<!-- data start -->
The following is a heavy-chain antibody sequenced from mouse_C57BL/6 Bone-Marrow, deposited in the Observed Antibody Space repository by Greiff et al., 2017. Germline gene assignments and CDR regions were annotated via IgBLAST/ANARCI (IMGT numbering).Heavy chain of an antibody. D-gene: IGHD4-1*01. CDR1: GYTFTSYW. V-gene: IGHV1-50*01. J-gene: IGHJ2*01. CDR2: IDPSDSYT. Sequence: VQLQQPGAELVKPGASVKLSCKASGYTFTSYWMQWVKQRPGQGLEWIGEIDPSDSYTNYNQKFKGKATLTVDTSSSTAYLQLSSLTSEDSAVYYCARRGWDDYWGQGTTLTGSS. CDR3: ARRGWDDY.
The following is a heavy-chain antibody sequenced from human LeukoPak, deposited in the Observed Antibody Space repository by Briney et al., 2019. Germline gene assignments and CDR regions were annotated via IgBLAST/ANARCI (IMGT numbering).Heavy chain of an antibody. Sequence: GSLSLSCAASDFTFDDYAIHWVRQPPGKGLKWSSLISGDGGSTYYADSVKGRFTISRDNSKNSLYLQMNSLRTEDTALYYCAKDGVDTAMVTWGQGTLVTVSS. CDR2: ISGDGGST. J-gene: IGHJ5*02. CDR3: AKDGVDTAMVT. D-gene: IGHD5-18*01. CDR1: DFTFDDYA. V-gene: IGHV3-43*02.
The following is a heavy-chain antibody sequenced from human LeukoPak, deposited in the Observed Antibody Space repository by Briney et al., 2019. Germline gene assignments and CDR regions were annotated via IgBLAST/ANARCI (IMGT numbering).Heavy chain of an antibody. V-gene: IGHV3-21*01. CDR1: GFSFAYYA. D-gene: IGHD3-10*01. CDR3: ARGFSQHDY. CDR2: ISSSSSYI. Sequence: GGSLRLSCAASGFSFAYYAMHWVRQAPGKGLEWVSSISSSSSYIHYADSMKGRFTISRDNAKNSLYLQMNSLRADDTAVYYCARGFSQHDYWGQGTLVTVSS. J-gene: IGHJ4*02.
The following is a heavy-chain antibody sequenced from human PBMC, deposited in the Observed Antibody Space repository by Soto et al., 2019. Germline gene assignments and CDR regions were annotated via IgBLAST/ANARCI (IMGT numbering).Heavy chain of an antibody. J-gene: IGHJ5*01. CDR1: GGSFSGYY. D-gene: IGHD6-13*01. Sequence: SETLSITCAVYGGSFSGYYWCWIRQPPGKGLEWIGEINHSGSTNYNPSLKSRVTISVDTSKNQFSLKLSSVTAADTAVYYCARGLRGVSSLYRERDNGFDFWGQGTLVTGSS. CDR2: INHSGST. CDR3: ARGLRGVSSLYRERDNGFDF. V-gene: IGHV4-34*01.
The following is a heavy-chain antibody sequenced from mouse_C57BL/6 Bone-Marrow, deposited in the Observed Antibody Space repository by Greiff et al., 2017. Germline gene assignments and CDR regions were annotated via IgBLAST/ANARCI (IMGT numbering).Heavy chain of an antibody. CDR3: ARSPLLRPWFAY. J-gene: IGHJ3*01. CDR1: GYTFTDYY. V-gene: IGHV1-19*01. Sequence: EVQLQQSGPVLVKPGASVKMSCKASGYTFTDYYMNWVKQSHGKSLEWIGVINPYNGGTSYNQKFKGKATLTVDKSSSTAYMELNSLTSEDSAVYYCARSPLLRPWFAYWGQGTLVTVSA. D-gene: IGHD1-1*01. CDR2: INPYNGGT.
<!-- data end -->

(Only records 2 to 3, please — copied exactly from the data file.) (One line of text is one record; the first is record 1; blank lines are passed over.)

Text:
The following is a heavy-chain antibody sequenced from human LeukoPak, deposited in the Observed Antibody Space repository by Briney et al., 2019. Germline gene assignments and CDR regions were annotated via IgBLAST/ANARCI (IMGT numbering).Heavy chain of an antibody. Sequence: GSLSLSCAASDFTFDDYAIHWVRQPPGKGLKWSSLISGDGGSTYYADSVKGRFTISRDNSKNSLYLQMNSLRTEDTALYYCAKDGVDTAMVTWGQGTLVTVSS. CDR2: ISGDGGST. J-gene: IGHJ5*02. CDR3: AKDGVDTAMVT. D-gene: IGHD5-18*01. CDR1: DFTFDDYA. V-gene: IGHV3-43*02.
The following is a heavy-chain antibody sequenced from human LeukoPak, deposited in the Observed Antibody Space repository by Briney et al., 2019. Germline gene assignments and CDR regions were annotated via IgBLAST/ANARCI (IMGT numbering).Heavy chain of an antibody. V-gene: IGHV3-21*01. CDR1: GFSFAYYA. D-gene: IGHD3-10*01. CDR3: ARGFSQHDY. CDR2: ISSSSSYI. Sequence: GGSLRLSCAASGFSFAYYAMHWVRQAPGKGLEWVSSISSSSSYIHYADSMKGRFTISRDNAKNSLYLQMNSLRADDTAVYYCARGFSQHDYWGQGTLVTVSS. J-gene: IGHJ4*02.